Sheep on road near Scarborough prompt police road safety warning
Police have received several reports of sheep loose on the A171 at Cloughton in recent days.
This morning, officers attended the area following further reports at around 9am. The sheep were cleared off the highway, and left in a field.
Officers will be speaking to the owner to ensure fencing around the field is improved to prevent further occurrences.
A spokesperson for North Yorkshire Police said: “Sheep are just some of the unexpected hazards that drivers on North Yorkshire’s rural roads can encounter. We’re grateful for everyone’s calls alerting us to the issues at Cloughton, so we can help sort things out.
“Remember to read the road ahead, and expect the unexpected, so that everyone gets home safe.”
Large swathes of North Yorkshire’s 6,000-mile road network are rural, and police are reminding motorists of the importance of driving safely and patiently on our country roads.
Therefore, offices are asking road users to follow this advice:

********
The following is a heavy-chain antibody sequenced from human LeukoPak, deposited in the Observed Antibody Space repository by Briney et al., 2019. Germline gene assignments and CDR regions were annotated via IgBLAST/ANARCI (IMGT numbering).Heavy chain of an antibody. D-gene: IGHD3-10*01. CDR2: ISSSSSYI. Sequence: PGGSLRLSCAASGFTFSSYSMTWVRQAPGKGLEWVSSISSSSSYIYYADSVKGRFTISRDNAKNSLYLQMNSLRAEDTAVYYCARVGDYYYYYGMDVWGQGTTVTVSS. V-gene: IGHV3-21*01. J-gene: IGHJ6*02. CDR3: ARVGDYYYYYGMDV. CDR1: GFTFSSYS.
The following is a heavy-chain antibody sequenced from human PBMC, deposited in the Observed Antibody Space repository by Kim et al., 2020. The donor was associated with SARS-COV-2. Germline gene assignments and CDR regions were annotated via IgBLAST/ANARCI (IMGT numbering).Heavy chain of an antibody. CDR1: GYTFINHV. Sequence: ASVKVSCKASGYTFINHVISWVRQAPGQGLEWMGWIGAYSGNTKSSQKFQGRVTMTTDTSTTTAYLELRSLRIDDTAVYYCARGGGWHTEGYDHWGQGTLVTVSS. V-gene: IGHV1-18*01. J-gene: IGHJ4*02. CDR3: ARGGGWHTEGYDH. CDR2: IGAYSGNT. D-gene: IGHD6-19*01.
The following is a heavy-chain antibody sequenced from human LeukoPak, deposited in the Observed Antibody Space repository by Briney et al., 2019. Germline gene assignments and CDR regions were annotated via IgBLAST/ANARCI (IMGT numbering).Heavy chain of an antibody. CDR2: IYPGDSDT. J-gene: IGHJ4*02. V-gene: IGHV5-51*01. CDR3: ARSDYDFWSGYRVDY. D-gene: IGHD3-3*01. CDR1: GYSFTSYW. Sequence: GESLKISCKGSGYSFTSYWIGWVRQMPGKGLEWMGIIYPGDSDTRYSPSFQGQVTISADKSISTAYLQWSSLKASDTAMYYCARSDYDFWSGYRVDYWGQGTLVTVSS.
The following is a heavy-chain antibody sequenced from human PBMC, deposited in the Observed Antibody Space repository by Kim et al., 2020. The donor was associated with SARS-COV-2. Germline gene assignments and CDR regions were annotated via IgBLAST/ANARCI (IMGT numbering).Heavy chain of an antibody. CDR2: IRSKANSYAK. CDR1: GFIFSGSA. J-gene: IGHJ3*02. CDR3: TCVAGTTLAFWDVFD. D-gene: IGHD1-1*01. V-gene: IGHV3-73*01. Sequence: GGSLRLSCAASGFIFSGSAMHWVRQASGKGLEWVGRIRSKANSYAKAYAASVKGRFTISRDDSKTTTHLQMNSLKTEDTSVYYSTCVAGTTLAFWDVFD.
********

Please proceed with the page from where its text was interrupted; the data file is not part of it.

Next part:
- The best drivers read the road ahead and anticipate potential hazards. Look out for upcoming bends, hidden dips, blind summits and concealed entrances.
- Country roads often have sharp bends. To stay in control and give yourself time to react to unexpected hazards, brake before the bend, not in it.
- Overgrown verges, bushes and trees on country roads can block your view and potentially obscure an oncoming hazard. Always drive at a speed which will allow you to stop in the distance you can see to be clear (double that on a single track road). Allow more time to stop on wet or slippy surfaces.
- The speed limit is a limit not a target. The national speed limit on single carriage roads is 60mph, but there will be times you need to drive under that in order to drive correctly for the conditions. In fact most people do on these roads – the average free flow speed is 48mph.
- If you get stuck behind a slow moving vehicle be patient. Dips in roads, bends and other junctions joining your road often hide oncoming vehicles, so unless it’s absolutely safe, don’t overtake.
- If passing more vulnerable road users such as horse riders, cyclists and walkers, pass wide and slow.
- Even if you’re familiar with a country road, never take it for granted as the conditions – and hazards, like sheep on the road – can be different every time.